[Date Prev][Date Next][Thread Prev][Thread Next][Date Index][Thread Index][Subject Index][Author Index]

OJ Oviraptor



     Looking at the photograph in National Geographic of the Oviraptor 
specimen that is currently beleived to died protecting its eggs, I was 
struck by the pretty hefty size of these eggs relative to the specimen, 
and the fact that there were "at least 20" in the nest.  It seems 
to me that an animal of this size that could pack 20 eggs of 
that size into its body at once would make the kiwi look like a wuss.  
     This suggests one of two things to me:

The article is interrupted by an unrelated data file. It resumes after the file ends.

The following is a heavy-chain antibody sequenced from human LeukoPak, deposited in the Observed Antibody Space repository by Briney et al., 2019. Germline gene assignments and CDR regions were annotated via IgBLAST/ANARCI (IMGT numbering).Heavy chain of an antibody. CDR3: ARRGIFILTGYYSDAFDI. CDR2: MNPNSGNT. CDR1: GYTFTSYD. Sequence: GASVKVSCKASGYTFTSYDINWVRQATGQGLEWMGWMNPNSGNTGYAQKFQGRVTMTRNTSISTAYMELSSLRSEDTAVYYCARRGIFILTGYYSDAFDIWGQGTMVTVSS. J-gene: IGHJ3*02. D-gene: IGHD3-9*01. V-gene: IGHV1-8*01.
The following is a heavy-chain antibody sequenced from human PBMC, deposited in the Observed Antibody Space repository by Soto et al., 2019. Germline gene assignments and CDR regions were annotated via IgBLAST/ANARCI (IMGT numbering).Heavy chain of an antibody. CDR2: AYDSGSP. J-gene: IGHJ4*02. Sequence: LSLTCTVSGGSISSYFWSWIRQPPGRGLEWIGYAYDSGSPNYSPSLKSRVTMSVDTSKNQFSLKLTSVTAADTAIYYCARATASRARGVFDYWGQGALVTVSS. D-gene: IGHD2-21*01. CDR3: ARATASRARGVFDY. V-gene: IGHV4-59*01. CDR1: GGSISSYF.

1) Oviraptor gestated and laid eggs in a sequence, laying some, 
gestating some more, and laying these as well.  I know that a lot of 
modern birds (including the kiwi) can do this.  Do any reptiles?  How 
many of either lay in this manner, and how large are the eggs generally
if they do?
     2)  Ovirpator may have been nest raiding after all.  I don't know 
why it would stay at the nest with impending sandstorm doom, but an 
animal looking for lunch might sit right on top of the nest like that.  
When it floped forward and died, I don't see why its arms couldn't be 
spread out.
     What sort of evidence is there that these are indeed Oviraptor eggs 
besides the rather circumstantial evidence of having a dead Ovraptor 
laying on top of them?

[Just a guess... Aren't they shaped just like the one that had an
 Oviraptor embryo in it? -- MR ]

LN Jeff
0-